The Cape Fynbos is a wonder of the world. The Cape Floral Kingdom contains 526 of the world’s 740 erica species, 96 out of the world’s 160 gladiolus species and 69 proteas out of 112 on earth.
Fynbos can be defined as a shrubland with an unusual mixture of plant types of different shapes and sizes that have been termed, “growth forms”. There are four of these growth forms; the proteoids – tall protea shrubs with large leaves; the ericoids – heath-like shrubs; reed-like plants – the restoids; and bulbous herbs – the geophytes.
The tallest shrubs in fynbos are the proteoids they are 1 to 3 metres in height and have large, leathery leaves. They include the Aulas, Leucadendron, Leucospermum, Mimetes, Orothamnus, Paranomus, Protea and Vexatorella species.
Proteoids encompass a wide range of shrub shapes and floral forms. Of all the fynbos groups, the proteoids have been most extensively studied as they are conspicuous and as cut flowers, have tremendous economic potential
The heath-like ericoid growth form comprises about 3 000 species, including the family Ericaceae and many of the largest fynbos genera such as Aspalathus, Agathosma, Cliffortia, Muraltia and Phylica. The leaves of ericoids are small and mostly hard and the edges rolled under. With one of two exceptions, the ericoids store their seeds in the soil.
The restoids comprise all 310 species in the Restionaceae, a family closely related to the grasses. Large genera in the Restionaceae include Elegia, Ischyrolepis, Restio and Thamnochortus. Restoids comprise the growth form, which uniquely characterises fynbos. All members of the restoids have separate male and female plants. The seeds of many of the plants are dispersed by ants.
The final group is the geophytes with 1 400 species. Fynbos has the richest geophyte flora in the world. Some of the larger genera are the irid Gladiolus, the lily Lachenalia and the orchid Disa.
The geophytes appear only in the wetter months – they are less visible in the dry summer months when the leaves die back.
Because fynbos soil is rather infertile, nutrients to survive are very scarce. Plants need to be very efficient in locating and absorbing those that are available and use them to their best advantage. Specialised nutrient-uptake mechanisms have evolved in many fynbos plants and others have formed symbiotic partnerships with bacteria and fungi.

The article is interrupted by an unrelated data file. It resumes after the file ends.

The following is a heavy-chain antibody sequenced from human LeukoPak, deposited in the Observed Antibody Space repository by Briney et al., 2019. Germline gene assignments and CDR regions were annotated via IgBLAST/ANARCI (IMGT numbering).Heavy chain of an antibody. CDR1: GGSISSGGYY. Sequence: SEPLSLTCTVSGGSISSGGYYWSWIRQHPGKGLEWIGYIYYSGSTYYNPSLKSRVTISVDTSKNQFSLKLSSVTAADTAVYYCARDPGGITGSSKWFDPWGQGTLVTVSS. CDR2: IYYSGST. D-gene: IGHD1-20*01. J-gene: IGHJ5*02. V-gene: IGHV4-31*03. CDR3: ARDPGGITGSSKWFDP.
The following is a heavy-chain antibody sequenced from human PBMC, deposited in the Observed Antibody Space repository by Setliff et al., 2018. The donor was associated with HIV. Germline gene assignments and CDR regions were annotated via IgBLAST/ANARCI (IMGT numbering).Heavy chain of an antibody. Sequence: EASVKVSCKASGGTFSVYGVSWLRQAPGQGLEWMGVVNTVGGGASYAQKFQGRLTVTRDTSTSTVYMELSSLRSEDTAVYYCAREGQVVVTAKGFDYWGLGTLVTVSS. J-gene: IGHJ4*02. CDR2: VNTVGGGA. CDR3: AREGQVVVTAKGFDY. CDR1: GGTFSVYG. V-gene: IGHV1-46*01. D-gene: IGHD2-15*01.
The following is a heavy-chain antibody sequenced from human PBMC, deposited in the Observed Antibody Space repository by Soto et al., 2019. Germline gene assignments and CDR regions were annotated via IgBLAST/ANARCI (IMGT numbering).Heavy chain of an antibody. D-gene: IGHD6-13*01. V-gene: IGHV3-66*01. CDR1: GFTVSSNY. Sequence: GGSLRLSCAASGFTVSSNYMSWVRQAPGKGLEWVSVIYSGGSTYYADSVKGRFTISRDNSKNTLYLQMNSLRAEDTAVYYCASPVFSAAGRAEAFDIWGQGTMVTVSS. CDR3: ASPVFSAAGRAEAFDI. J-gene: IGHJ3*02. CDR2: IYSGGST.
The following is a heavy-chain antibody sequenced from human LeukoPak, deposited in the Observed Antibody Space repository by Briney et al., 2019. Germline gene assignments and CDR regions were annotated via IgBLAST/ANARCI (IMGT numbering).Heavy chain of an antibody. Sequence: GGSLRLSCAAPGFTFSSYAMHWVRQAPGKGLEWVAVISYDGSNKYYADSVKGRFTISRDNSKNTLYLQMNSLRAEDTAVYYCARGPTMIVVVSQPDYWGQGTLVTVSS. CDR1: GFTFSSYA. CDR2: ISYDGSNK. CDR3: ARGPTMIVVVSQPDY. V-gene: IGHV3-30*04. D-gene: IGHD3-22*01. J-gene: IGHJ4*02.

Bacteria stimulate the production of nodule outgrowths on the roots of certain species, which enables the host plant to absorb nitrogen that would otherwise be unavailable. It also stimulates the production of dense rootlets to improve the uptake of ions.
An unusual way for a plant of coping with nutrient poverty is carnivory. The sundews trap and digest insects by way of sticky glandular hairs on their leaves. Fynbos also has about a hundred species of root parasites, which derive their nutrients from the roots of other species.
Some fynbos plants have a pungent smell, which evolved to discourage herbivores. The leaves of the blister bush, on the other hand, contain a substance that causes blisters on the skin of people who brush past it, also to deter herbivores.
Fynbos plants balance their water content when soil moisture is low by conserving energy, much like the human inhabitants of Mediterranean climates. They metabolise energetically in the early morning, rest through the hot midday and resume activity in the late afternoon.
Fynbos plants also have variations in their rooting systems to cope with drought. Some have long taproots that grow to great depths and others have shallow, fibrous roots that capture whatever water there is near the soil surface. In this way they can coexist within a small area without competing with each other for water.
The leaves of fynbos plants have characteristics that enable them to cope with excessive solar radiation. Some have epidermal hairs that increase the sheen of the leaf, thereby making it more reflective.
There is no doubt that the Cape fynbos although small and fragile, is a very valuable natural heritage.